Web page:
How To Raise An Emotionally Healthy Child

Nov 18 , 2021

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Team wonderLearn

How To Raise An Emotionally Healthy Child

“Emotional intelligence begins to develop in the earliest years. All the small exchanges children have with their parents, teachers, and with each other carry emotional messages.” ~Daniel Goleman


Your child knows when you're distracted by work when you're with them, and it affects them.


The difference between physical presence and psychological presence is much greater than the difference between time and attention. Although you can be spending time with your children, if you aren't psychologically present, you don't serve anyone.

To put it simply, time is important.

But the quality time that is focused and undistracted is even more valuable.

For many parents, raising emotionally healthy children is the holy grail of parenting success. But too often, we think raising emotionally healthy children is about those fleeting moments of getting what you want. Lasting happiness is actually much more complicated, but much more rewarding. And yes, you can dramatically increase your child's chances of being happy, just by the way you raise him or her.

How does a happy child become a happy adult? We believe that happiness grows out of emotional health, so this piece is all about helping you raise a happy child, from meeting your infant's need to be soothed to helping your child develop optimism. However, let's take a closer look at what makes humans happy specifically.

There are two kinds of habits that are closely linked to happiness:

the way we think and feel about the world and how we perceive our experiences as a result.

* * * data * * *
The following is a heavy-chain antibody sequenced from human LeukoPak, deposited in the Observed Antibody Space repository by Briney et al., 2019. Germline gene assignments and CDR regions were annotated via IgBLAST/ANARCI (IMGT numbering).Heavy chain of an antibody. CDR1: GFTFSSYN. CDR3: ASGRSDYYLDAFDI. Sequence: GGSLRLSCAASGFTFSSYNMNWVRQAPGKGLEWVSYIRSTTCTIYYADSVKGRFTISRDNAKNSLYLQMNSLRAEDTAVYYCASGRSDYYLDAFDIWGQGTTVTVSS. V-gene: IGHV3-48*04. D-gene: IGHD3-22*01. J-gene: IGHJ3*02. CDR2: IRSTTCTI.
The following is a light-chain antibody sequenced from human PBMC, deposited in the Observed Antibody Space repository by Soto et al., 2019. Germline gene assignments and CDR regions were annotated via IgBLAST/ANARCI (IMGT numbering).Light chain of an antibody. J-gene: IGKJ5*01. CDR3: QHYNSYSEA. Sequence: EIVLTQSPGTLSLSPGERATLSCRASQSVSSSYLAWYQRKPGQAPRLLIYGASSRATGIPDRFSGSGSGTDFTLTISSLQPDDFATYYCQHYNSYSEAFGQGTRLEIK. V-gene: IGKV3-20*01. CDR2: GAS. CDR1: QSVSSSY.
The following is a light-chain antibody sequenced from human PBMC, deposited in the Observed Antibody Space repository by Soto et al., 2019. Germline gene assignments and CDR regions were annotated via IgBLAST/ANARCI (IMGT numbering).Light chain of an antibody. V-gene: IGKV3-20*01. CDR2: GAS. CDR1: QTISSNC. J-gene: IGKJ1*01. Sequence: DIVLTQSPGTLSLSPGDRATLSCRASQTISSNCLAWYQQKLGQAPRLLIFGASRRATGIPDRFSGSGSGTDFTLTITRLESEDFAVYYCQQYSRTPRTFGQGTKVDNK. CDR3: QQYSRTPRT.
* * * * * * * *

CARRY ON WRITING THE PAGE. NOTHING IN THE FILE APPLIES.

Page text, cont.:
We can develop such habits as exercising regularly, eating healthily, meditating, connecting with others, savoring the "good" and even smiling and laughing regularly.

 As Grandma told us, we should live the way we told our children to live: work hard, value our relationships with other people, keep our bodies healthy, manage our money responsibly, contribute to our community.


The traits that lead to being emotionally healthy are the habits your child can develop -- as well as yourself.

How can you help them? Consider these 5 suggestions.

1) Teach your child how to create happiness through constructive mental habits.

We are happier when we manage our moods, speak positive self-talk, cultivate optimism, practice gratitude, and appreciate our connection to one another and the entire universe. You should practice with your other half regularly and talk about how to use them. Eventually, your child will follow your lead.

2) Educate your child on self-management

The correlation between exercise, good nutrition, and meditation is strong. For example, music works immediately to lift a person's mood, while for others a walk in nature always does.

3) Teach Them To Build Relationships

Nobody denies learning regarding relationships is very important — however, what number of parents truly take the time to show youngsters the way to relate to others? It doesn’t take heaps. It will begin with encouraging youngsters to perform tiny acts of kindness to make sympathy. This not solely builds essential skills and makes your youngsters level up, analysis shows over the long run it makes them happier.

4) Give Them More Playtime

We read a lot about mindfulness and meditation these days, and both are very powerful. Getting children to practice regularly, however, can be quite a challenge. What works almost as well? More playing time. Children today invest less energy playing both inside and out… On the whole, in the course of the most recent 10 years, kids have lost eight hours of the seven-day stretch of free, unstructured, and unconstrained playtime.

5) Preach Emotional Intelligence

Emotional intelligence is a learned ability, not a genetic attribute. It's unrealistic to expect children to "naturally" develop to comprehend their own emotions (much alone those of others). When they're battling with anger or irritation, a simple first step is to "Empathize, Label, and Validate."

 

Commitment and consistency are required when it comes to developing your child's mental strength. However, you will be instilling mental strength by regular communication, practicing when difficult situations come, and striving to increase their confidence and self-esteem on a regular basis.

Look for ways to begin small and expand from there. Also, assist them in maturing and learning from their mistakes. Your children will quickly understand the importance of maintaining an emotionally healthy state of mind that will last a lifetime.


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